Policy piece

New guideline on care and support of adults with cerebral palsy

24th July 2018

The National Institute for Health and Care Excellence (NICE) has published a draft clinical guideline on the care and support of adults with cerebral palsy.

The draft guideline, which is open for public consultation until 28th August, outlines the steps needed to address the variation across the UK in commissioning and provision of specific services for adults with cerebral palsy. The aim of the guideline is to help local and regional services to provide consistent clear pathways of clinical and social care.

Recommendations in the draft guideline include:

  • Specialist services should develop pathways that allow adults with cerebral palsy access to a local network of care (for example learning disability and mental health services, rehabilitation medicine or specialist neurology services, specialist physiotherapy and occupational therapy services, wheelchair services).
  • Recognise and address barriers to accessing primary and secondary care for adults with cerebral palsy (these may include physical access to buildings, difficulties with transport, inadequate time given in appointments to allow, for example, hoisting and dressing, and communication challenges).
  • Provide information about national screening services (for example breast, colon and cervical cancer screening) to adults with cerebral palsy.
  • Consider regular reviews for adults with cerebral palsy, tailored to their needs and preferences. Agree with the person the frequency of review and which services should be involved based on their needs and preferences.

A permanent, non-progressive abnormality of the brain, cerebral palsy is the most common cause of physical disability in children and young people in the developed world. In the UK it is estimated that 1 in 400 babies is born with cerebral palsy, with approximately 1,800 children diagnosed each year.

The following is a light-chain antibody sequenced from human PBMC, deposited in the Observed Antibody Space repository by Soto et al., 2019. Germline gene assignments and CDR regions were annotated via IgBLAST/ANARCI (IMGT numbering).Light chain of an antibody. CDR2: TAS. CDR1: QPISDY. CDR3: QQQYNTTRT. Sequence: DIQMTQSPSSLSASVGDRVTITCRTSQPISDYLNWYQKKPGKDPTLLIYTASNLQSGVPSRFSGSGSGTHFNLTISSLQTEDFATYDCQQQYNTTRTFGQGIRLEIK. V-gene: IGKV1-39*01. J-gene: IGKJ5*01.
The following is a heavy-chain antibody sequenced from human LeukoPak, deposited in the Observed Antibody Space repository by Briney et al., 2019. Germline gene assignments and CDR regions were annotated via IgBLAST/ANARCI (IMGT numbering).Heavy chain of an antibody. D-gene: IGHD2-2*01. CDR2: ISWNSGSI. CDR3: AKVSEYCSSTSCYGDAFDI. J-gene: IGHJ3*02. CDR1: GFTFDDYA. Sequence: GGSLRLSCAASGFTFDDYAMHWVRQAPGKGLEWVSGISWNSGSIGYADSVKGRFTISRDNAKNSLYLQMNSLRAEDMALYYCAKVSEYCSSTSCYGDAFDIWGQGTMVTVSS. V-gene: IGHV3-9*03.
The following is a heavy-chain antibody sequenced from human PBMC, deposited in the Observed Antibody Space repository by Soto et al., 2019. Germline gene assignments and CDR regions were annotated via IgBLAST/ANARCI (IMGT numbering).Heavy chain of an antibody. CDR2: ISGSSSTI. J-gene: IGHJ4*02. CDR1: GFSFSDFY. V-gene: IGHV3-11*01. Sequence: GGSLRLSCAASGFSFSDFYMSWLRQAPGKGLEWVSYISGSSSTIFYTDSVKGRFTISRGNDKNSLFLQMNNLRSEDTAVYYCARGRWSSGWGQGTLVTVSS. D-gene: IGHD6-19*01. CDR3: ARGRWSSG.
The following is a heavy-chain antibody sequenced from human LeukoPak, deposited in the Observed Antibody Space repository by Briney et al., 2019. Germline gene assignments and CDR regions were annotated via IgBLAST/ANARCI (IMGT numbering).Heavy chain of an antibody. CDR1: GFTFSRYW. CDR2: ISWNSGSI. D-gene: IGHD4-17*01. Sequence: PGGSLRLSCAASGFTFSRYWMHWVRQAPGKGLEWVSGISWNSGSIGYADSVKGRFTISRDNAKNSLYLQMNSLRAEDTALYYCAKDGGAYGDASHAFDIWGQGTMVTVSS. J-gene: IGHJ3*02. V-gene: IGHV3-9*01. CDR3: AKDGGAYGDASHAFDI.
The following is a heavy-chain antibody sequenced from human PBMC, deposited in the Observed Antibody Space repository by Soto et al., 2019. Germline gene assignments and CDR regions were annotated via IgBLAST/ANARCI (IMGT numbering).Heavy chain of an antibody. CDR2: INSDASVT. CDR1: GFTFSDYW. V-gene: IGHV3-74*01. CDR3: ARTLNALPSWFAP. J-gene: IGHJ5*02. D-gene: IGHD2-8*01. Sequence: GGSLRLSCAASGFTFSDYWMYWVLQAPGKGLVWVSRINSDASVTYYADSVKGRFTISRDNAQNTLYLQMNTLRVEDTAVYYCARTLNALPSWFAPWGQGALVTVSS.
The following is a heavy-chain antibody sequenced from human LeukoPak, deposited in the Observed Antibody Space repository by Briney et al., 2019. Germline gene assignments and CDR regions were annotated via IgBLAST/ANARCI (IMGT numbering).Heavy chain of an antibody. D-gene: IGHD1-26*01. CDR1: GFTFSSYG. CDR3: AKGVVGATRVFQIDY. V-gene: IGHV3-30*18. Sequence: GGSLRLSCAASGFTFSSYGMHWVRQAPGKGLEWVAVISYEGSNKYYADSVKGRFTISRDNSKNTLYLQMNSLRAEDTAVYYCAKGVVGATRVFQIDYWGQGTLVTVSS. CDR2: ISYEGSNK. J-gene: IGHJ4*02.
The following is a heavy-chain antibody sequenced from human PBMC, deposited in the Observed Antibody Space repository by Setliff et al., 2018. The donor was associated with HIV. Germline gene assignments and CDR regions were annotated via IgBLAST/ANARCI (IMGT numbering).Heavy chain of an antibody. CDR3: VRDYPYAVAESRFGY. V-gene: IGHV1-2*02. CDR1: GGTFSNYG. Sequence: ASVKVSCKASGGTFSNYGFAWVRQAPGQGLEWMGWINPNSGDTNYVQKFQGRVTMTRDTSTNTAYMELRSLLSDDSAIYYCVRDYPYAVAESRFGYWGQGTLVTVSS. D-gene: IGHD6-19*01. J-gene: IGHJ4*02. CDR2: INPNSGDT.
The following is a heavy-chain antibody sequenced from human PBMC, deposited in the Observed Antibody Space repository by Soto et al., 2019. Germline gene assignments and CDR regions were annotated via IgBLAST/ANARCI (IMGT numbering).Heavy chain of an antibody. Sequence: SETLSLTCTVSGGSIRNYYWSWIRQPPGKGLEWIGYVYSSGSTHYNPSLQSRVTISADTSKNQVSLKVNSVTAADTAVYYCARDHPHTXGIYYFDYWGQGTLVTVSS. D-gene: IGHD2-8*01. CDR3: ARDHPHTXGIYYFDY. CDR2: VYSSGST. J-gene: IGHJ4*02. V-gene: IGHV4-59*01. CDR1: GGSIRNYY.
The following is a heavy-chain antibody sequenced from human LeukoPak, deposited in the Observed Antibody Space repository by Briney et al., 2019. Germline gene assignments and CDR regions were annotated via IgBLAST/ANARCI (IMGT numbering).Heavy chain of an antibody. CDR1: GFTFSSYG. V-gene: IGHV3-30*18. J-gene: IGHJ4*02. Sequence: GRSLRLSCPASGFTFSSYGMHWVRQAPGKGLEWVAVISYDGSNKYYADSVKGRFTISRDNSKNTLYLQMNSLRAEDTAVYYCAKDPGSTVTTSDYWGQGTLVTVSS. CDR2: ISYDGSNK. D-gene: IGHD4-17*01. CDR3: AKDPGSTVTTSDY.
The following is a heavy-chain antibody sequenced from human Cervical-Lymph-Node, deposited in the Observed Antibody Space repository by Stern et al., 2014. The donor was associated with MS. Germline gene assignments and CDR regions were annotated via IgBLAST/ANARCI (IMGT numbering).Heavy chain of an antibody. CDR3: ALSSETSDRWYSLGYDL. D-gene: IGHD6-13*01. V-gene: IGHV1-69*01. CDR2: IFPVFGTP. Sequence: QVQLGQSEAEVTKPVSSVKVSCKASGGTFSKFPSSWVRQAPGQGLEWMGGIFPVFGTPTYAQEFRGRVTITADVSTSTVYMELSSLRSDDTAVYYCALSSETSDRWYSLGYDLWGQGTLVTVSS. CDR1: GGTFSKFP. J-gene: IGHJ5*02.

Improved treatments have seen increasing life expectancy for people with cerebral palsy, including more children with severe and complex cerebral palsy who are likely to live beyond childhood and into adult life. There are now more adults in the UK living with cerebral palsy than the estimated 30,000 children with the condition.

Professor Mark Baker, director of the centre for guidelines at NICE, said: ‘Adults with cerebral palsy have a wide range of abilities – from full independence in everyday life to needing 24-hour care and attention. But irrespective of their level of disability, adults with cerebral palsy should be able to be as functionally independent as possible. Many may wish to go into further education, gain employment, participate in leisure activities and contribute fully to society. Barriers to these goals should be minimised so that adults with cerebral palsy have equal access to all opportunities.
‘This guideline aims to ensure that adults with cerebral palsy have easy access to equitable, cost-efficient services, with a clear network of referral to more specialised services as appropriate.’

Adults with cerebral palsy tend to have less fluctuation in their movement and coordination skills than children. However, their mobility may decrease because of factors such as muscle tone, weakness and pain. These, together with other symptoms associated with cerebral palsy such as pain, mental health problems, communication difficulties and nutritional problems, can affect participation and quality of life. These should also be a high priority for management and are therefore covered in the draft guideline.

The NICE guideline on cerebral palsy in children and young people aged under 25 published last year aims to help improve the diagnosis and management of cerebral palsy and reduce variation in clinical practice across the country. Because the problems this population faces continue into adulthood, the draft recommendations in this new guideline on interventions for adults with cerebral palsy – for example the use of augmentative and alternative communications systems to help improve communications skills – largely reflect those for children and young people.

You can read more about the draft guidance here.



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Camille Leavold
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This is a very worthwhile and welcomed document, and something we will keep a close eye on as it moves from consultation to fruition. Even the short version of the draft guideline demonstrates that there will be much to integrate into health and social care to ensure that people who have cerebral pasly have the same access to services that we all have.